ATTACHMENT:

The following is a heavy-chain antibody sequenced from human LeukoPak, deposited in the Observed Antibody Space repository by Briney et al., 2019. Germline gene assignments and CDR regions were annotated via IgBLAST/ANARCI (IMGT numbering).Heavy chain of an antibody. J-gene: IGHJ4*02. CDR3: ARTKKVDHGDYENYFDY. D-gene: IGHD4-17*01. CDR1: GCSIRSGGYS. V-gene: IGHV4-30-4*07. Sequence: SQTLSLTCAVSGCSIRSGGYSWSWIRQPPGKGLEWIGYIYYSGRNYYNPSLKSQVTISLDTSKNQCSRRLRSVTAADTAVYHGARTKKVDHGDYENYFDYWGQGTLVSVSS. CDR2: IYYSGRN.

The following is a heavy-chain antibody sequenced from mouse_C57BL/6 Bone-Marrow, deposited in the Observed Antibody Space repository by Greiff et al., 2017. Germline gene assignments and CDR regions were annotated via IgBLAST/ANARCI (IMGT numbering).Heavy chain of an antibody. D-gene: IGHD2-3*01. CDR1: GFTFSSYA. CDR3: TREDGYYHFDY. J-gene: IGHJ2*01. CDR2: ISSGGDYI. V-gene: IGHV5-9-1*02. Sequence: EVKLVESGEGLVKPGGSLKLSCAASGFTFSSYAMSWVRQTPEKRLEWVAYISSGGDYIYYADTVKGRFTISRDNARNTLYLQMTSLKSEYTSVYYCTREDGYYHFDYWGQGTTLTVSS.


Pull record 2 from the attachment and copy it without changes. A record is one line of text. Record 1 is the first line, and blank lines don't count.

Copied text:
The following is a heavy-chain antibody sequenced from mouse_C57BL/6 Bone-Marrow, deposited in the Observed Antibody Space repository by Greiff et al., 2017. Germline gene assignments and CDR regions were annotated via IgBLAST/ANARCI (IMGT numbering).Heavy chain of an antibody. D-gene: IGHD2-3*01. CDR1: GFTFSSYA. CDR3: TREDGYYHFDY. J-gene: IGHJ2*01. CDR2: ISSGGDYI. V-gene: IGHV5-9-1*02. Sequence: EVKLVESGEGLVKPGGSLKLSCAASGFTFSSYAMSWVRQTPEKRLEWVAYISSGGDYIYYADTVKGRFTISRDNARNTLYLQMTSLKSEYTSVYYCTREDGYYHFDYWGQGTTLTVSS.